5 Along these lines, one-third of physicians in our study say a patient has tried to friend them on Facebook. While threequarters of physicians decline or ignore these invitations, the remainder accept them. A few patients have friended me and they message me with questions, a physician explained. I don t prefer this form of communication but I feel awkward if I don t respond. Figure 2: Which of the following do you currently use for personal use? Professional use? Facebook 15% 61% YouTube 8% 31% Physician communities* LinkedIn 18% 17% 19% 28% Professional use Personal use Google+ Blogs (I read them) 8% 8% 15% 14% Twitter Other Patient communities 3% 3% 4% 3% 2% 9% None of the above 13% 33% 0% 100% Note: N=4032 for all responses except physician communities, which only includes respondents with no prior QuantiaMD connection (N=854). A few patients have friended me and they message me with questions. I don t prefer this form of communication but I feel awkward if I don t respond. September, , QuantiaMD.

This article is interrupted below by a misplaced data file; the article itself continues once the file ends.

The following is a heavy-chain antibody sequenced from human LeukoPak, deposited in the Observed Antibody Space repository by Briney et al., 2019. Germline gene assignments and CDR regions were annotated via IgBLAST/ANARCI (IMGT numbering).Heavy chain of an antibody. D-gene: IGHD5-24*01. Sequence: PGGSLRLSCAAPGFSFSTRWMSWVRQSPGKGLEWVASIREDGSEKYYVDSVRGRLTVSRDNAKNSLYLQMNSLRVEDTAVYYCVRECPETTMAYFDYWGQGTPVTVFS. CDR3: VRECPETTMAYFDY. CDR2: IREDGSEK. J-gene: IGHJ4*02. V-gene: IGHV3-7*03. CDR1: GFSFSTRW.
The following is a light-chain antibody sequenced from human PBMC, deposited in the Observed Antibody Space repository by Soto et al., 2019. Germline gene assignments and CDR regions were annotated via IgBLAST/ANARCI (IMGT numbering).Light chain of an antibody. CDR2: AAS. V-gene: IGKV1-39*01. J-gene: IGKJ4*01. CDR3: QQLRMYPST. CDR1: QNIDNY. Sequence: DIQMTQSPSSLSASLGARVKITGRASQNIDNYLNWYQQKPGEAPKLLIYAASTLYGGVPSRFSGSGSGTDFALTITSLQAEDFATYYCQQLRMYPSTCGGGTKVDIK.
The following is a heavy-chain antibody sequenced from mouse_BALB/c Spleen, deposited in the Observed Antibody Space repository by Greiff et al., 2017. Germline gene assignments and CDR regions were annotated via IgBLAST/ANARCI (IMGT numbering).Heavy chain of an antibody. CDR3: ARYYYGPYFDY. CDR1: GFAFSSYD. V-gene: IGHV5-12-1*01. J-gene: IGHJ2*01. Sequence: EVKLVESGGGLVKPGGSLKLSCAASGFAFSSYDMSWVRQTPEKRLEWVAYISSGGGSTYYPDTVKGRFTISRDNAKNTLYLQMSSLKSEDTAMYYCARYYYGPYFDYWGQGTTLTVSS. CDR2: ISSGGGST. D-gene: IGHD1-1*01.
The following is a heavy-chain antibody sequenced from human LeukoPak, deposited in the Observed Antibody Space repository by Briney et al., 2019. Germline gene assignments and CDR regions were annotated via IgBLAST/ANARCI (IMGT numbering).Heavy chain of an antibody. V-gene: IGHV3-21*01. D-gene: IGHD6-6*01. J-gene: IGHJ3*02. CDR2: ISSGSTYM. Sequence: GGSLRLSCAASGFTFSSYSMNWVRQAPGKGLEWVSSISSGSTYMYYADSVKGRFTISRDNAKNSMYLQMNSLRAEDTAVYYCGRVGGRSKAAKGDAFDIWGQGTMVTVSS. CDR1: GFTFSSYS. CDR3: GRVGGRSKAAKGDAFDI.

6 Online Patient Communities: Untapped Resource for Clinicians? Although many physicians in our study are not well acquainted with online patient communities, two-thirds of physicians who are familiar with these communities say they have positive impact on patients (Figure 3). Almost 40% of these physicians say they already recommend patient communities to their patients and another 40% would consider recommending them (Figure 4). These positive physician views suggest that online patient communities may grow in acceptance by the medical community as more physicians become acquainted with them. Figure 3: Physician views on patient communities Familiar with one or more online patient communities? Impact patient communities have on patients? (1=very negative, 3=no impact, 5=very positive) 100% Yes 11% Overall % Rare diseases 73% No 89% Cancers Chronic conditions Maternal/infant Wellness/prevention) 59% 63% 72% 72% Very positive Obesity/weight mgmnt 56% Positive Depression 55% 0% 0% 100% giving a rating of 4 or 5 N = 3998, 449 Most physicians who know about online patient communities say they are especially beneficial to patients with chronic illness, cancer and rare diseases. A majority of these physicians also see positive patient impacts for maternal and infant care, depression, wellness and prevention, and weight management. Patients can share their stories, said a physician, learn from others, spread knowledge, and instill hope. About half of physicians say they would be comfortable with serving as a source of professional advice for an online patient community or engage anonymously to better understand these communities (Figure 5). Patients can share their stories, learn from others, spread knowledge, and instill hope. September, , QuantiaMD.